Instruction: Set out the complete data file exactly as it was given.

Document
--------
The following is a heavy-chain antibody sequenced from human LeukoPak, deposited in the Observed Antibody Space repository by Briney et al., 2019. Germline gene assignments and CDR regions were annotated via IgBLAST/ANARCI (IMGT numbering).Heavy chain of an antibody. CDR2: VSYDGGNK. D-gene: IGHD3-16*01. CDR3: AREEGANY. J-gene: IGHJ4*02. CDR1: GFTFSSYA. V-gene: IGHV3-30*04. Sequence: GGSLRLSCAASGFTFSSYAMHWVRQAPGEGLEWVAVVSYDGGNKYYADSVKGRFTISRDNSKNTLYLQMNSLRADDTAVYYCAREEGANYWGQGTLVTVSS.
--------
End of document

The following is a heavy-chain antibody sequenced from human LeukoPak, deposited in the Observed Antibody Space repository by Briney et al., 2019. Germline gene assignments and CDR regions were annotated via IgBLAST/ANARCI (IMGT numbering).Heavy chain of an antibody. CDR2: VSYDGGNK. D-gene: IGHD3-16*01. CDR3: AREEGANY. J-gene: IGHJ4*02. CDR1: GFTFSSYA. V-gene: IGHV3-30*04. Sequence: GGSLRLSCAASGFTFSSYAMHWVRQAPGEGLEWVAVVSYDGGNKYYADSVKGRFTISRDNSKNTLYLQMNSLRADDTAVYYCAREEGANYWGQGTLVTVSS.